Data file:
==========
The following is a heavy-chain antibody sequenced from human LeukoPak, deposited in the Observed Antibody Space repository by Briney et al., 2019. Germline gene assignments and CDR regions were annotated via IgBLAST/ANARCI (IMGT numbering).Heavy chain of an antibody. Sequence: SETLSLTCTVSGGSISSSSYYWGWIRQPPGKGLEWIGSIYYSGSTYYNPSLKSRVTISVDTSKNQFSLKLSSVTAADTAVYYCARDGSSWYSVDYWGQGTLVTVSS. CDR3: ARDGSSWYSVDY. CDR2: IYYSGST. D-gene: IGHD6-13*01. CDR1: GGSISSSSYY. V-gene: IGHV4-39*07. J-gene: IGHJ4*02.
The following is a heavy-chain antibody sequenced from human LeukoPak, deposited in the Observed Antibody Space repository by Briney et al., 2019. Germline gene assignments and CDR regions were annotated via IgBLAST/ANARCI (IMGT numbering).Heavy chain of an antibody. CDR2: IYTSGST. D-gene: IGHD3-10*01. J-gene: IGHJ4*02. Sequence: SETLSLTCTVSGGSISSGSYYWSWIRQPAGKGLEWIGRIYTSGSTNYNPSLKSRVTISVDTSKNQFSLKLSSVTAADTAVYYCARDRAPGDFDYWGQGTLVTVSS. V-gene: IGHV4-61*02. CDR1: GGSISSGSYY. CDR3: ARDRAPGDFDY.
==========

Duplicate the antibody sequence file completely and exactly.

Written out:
The following is a heavy-chain antibody sequenced from human LeukoPak, deposited in the Observed Antibody Space repository by Briney et al., 2019. Germline gene assignments and CDR regions were annotated via IgBLAST/ANARCI (IMGT numbering).Heavy chain of an antibody. Sequence: SETLSLTCTVSGGSISSSSYYWGWIRQPPGKGLEWIGSIYYSGSTYYNPSLKSRVTISVDTSKNQFSLKLSSVTAADTAVYYCARDGSSWYSVDYWGQGTLVTVSS. CDR3: ARDGSSWYSVDY. CDR2: IYYSGST. D-gene: IGHD6-13*01. CDR1: GGSISSSSYY. V-gene: IGHV4-39*07. J-gene: IGHJ4*02.
The following is a heavy-chain antibody sequenced from human LeukoPak, deposited in the Observed Antibody Space repository by Briney et al., 2019. Germline gene assignments and CDR regions were annotated via IgBLAST/ANARCI (IMGT numbering).Heavy chain of an antibody. CDR2: IYTSGST. D-gene: IGHD3-10*01. J-gene: IGHJ4*02. Sequence: SETLSLTCTVSGGSISSGSYYWSWIRQPAGKGLEWIGRIYTSGSTNYNPSLKSRVTISVDTSKNQFSLKLSSVTAADTAVYYCARDRAPGDFDYWGQGTLVTVSS. V-gene: IGHV4-61*02. CDR1: GGSISSGSYY. CDR3: ARDRAPGDFDY.